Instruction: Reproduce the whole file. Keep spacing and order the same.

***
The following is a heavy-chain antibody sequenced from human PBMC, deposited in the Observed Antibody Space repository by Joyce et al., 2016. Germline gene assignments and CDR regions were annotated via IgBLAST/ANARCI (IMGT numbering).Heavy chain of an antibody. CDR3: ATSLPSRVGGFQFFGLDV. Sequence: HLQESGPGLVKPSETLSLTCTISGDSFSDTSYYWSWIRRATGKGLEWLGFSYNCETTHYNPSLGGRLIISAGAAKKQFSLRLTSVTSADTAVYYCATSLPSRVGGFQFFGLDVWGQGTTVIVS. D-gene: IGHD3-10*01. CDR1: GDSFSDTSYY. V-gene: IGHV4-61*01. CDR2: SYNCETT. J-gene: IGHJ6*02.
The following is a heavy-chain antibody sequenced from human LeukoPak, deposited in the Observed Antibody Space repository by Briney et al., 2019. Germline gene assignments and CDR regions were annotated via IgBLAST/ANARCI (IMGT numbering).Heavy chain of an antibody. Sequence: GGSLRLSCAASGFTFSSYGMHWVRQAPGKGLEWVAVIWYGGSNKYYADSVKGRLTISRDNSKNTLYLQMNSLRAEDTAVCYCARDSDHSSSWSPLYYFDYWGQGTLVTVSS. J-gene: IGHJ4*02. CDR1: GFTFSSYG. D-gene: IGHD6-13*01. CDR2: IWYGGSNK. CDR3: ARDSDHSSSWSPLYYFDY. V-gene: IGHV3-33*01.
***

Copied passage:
The following is a heavy-chain antibody sequenced from human PBMC, deposited in the Observed Antibody Space repository by Joyce et al., 2016. Germline gene assignments and CDR regions were annotated via IgBLAST/ANARCI (IMGT numbering).Heavy chain of an antibody. CDR3: ATSLPSRVGGFQFFGLDV. Sequence: HLQESGPGLVKPSETLSLTCTISGDSFSDTSYYWSWIRRATGKGLEWLGFSYNCETTHYNPSLGGRLIISAGAAKKQFSLRLTSVTSADTAVYYCATSLPSRVGGFQFFGLDVWGQGTTVIVS. D-gene: IGHD3-10*01. CDR1: GDSFSDTSYY. V-gene: IGHV4-61*01. CDR2: SYNCETT. J-gene: IGHJ6*02.
The following is a heavy-chain antibody sequenced from human LeukoPak, deposited in the Observed Antibody Space repository by Briney et al., 2019. Germline gene assignments and CDR regions were annotated via IgBLAST/ANARCI (IMGT numbering).Heavy chain of an antibody. Sequence: GGSLRLSCAASGFTFSSYGMHWVRQAPGKGLEWVAVIWYGGSNKYYADSVKGRLTISRDNSKNTLYLQMNSLRAEDTAVCYCARDSDHSSSWSPLYYFDYWGQGTLVTVSS. J-gene: IGHJ4*02. CDR1: GFTFSSYG. D-gene: IGHD6-13*01. CDR2: IWYGGSNK. CDR3: ARDSDHSSSWSPLYYFDY. V-gene: IGHV3-33*01.